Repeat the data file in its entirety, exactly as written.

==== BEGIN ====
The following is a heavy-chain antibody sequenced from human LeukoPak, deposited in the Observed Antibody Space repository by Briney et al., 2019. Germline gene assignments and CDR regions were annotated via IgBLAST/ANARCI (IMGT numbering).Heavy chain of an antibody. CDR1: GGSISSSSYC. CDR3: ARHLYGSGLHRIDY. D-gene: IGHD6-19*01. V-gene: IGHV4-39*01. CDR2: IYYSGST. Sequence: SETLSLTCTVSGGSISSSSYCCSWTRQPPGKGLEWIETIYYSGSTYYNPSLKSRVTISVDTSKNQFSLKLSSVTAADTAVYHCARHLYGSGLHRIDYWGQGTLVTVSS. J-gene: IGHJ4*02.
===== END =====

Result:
The following is a heavy-chain antibody sequenced from human LeukoPak, deposited in the Observed Antibody Space repository by Briney et al., 2019. Germline gene assignments and CDR regions were annotated via IgBLAST/ANARCI (IMGT numbering).Heavy chain of an antibody. CDR1: GGSISSSSYC. CDR3: ARHLYGSGLHRIDY. D-gene: IGHD6-19*01. V-gene: IGHV4-39*01. CDR2: IYYSGST. Sequence: SETLSLTCTVSGGSISSSSYCCSWTRQPPGKGLEWIETIYYSGSTYYNPSLKSRVTISVDTSKNQFSLKLSSVTAADTAVYHCARHLYGSGLHRIDYWGQGTLVTVSS. J-gene: IGHJ4*02.